The First Thing You Should Do with a New Bottle of Bleach

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I have always been a believer in the power of bleach when you need to get something really clean. And when I say clean, what I actually mean is disinfect. You see, dish soap and other cleaning agents will get rid of dirt and debris and some germs. But bleach is a disinfectant, which means it kill all surface bacteria, viruses, and other microorganisms. I find it especially effective for stinky things like the trash can, the kitchen sink, and the litter box.

But, of course, bleach can be a bit tricky. And when I say tricky, what I actually mean is dangerous. There are a few things I always, always do when using bleach to make sure that I’m using if safely: I always dilute bleach before using it. I always clean with soap and water first and make sure to rinse well before using bleach. I always rinse well after using bleach.

And I always put the date on a brand-new bottle of bleach.

Credit: Joe Lingeman

Why You Should Write the Date on Your Bleach Bottle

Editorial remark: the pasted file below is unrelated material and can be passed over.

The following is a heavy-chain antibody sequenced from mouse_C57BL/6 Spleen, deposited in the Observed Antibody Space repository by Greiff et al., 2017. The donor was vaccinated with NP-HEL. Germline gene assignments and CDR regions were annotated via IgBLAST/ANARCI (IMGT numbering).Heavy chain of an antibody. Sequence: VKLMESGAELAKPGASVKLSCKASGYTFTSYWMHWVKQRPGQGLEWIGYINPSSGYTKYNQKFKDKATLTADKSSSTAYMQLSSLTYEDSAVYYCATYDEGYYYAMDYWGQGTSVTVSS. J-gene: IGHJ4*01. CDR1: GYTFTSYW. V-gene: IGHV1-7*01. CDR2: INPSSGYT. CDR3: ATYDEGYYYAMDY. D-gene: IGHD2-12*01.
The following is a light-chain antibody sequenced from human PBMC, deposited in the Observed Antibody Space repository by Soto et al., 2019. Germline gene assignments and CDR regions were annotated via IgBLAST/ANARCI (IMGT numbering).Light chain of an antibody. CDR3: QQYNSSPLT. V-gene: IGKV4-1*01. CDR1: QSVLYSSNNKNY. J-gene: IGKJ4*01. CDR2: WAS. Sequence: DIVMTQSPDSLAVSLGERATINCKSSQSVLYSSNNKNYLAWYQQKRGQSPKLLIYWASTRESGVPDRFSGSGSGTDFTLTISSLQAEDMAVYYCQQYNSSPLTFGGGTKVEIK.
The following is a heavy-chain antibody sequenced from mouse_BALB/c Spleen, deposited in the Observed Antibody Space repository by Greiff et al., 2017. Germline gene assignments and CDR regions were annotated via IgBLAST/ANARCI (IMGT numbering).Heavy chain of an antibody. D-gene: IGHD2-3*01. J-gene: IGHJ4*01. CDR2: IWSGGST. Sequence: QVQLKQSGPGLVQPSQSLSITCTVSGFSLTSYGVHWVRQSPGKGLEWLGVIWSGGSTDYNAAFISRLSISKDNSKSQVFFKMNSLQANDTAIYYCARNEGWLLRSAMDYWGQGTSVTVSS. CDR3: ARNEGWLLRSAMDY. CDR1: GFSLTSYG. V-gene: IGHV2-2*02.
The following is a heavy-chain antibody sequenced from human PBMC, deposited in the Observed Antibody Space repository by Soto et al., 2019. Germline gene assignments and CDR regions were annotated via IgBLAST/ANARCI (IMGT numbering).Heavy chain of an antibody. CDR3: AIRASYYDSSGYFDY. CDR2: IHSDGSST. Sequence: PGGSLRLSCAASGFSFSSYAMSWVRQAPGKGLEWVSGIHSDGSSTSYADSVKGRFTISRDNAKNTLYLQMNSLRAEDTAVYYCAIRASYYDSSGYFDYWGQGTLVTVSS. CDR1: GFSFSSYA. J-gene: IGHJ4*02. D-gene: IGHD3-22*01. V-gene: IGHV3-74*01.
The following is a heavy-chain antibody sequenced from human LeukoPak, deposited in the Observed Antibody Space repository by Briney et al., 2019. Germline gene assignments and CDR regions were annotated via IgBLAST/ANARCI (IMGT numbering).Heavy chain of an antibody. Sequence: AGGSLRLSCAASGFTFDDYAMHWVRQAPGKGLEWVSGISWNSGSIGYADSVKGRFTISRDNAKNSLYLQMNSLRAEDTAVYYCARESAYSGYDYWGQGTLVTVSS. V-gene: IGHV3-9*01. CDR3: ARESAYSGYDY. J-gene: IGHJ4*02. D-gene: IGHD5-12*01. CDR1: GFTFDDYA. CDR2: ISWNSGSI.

Depending on who you ask, bleach has a shelf life of around three months to one year. That’s a big difference, and I tend to go with the Scripp’s Research Institute’s estimate of six months. After a year, you can expect bleach to become 20 percent less effective. Eventually, it will degrade entirely and become salt water.

Labeling your new bleach bottle (I use a black Sharpie and write directly on the bottle) is the easiest way to know when your bleach has expired. When that happens, you can safely flush bleach down the toilet or down the drain along with plenty of water.

This post originally ran on Apartment Therapy. See it there: The First Thing You Should Do with a New Bottle of Bleach